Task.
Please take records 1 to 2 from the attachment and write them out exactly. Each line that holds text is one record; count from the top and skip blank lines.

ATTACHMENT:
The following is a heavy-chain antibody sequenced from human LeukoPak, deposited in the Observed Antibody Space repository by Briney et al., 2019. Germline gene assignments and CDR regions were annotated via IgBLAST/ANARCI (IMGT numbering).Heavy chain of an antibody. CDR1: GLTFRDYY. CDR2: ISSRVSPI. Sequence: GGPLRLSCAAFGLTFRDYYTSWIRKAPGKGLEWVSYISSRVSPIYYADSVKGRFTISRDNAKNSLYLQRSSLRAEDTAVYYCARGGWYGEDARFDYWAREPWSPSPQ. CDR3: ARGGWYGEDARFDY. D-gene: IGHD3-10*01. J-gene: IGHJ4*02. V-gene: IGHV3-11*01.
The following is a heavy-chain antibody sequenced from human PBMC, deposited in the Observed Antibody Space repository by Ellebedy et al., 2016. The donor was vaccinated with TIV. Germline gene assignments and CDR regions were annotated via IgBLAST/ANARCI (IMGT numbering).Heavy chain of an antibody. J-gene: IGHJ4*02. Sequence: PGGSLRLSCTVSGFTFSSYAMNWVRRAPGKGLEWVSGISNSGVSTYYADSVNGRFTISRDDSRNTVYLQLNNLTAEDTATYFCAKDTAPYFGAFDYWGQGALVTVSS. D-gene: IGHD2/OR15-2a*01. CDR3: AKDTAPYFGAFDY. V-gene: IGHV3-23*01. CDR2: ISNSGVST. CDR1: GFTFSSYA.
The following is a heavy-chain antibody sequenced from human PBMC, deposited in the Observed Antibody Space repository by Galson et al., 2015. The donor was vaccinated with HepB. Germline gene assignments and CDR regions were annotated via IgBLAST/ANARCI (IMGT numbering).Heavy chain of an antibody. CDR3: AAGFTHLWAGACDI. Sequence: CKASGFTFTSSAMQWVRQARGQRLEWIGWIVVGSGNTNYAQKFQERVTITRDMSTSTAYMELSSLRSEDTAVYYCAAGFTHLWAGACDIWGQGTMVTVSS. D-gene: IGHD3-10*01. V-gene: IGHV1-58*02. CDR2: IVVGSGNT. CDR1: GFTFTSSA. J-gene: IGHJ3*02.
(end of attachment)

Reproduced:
The following is a heavy-chain antibody sequenced from human LeukoPak, deposited in the Observed Antibody Space repository by Briney et al., 2019. Germline gene assignments and CDR regions were annotated via IgBLAST/ANARCI (IMGT numbering).Heavy chain of an antibody. CDR1: GLTFRDYY. CDR2: ISSRVSPI. Sequence: GGPLRLSCAAFGLTFRDYYTSWIRKAPGKGLEWVSYISSRVSPIYYADSVKGRFTISRDNAKNSLYLQRSSLRAEDTAVYYCARGGWYGEDARFDYWAREPWSPSPQ. CDR3: ARGGWYGEDARFDY. D-gene: IGHD3-10*01. J-gene: IGHJ4*02. V-gene: IGHV3-11*01.
The following is a heavy-chain antibody sequenced from human PBMC, deposited in the Observed Antibody Space repository by Ellebedy et al., 2016. The donor was vaccinated with TIV. Germline gene assignments and CDR regions were annotated via IgBLAST/ANARCI (IMGT numbering).Heavy chain of an antibody. J-gene: IGHJ4*02. Sequence: PGGSLRLSCTVSGFTFSSYAMNWVRRAPGKGLEWVSGISNSGVSTYYADSVNGRFTISRDDSRNTVYLQLNNLTAEDTATYFCAKDTAPYFGAFDYWGQGALVTVSS. D-gene: IGHD2/OR15-2a*01. CDR3: AKDTAPYFGAFDY. V-gene: IGHV3-23*01. CDR2: ISNSGVST. CDR1: GFTFSSYA.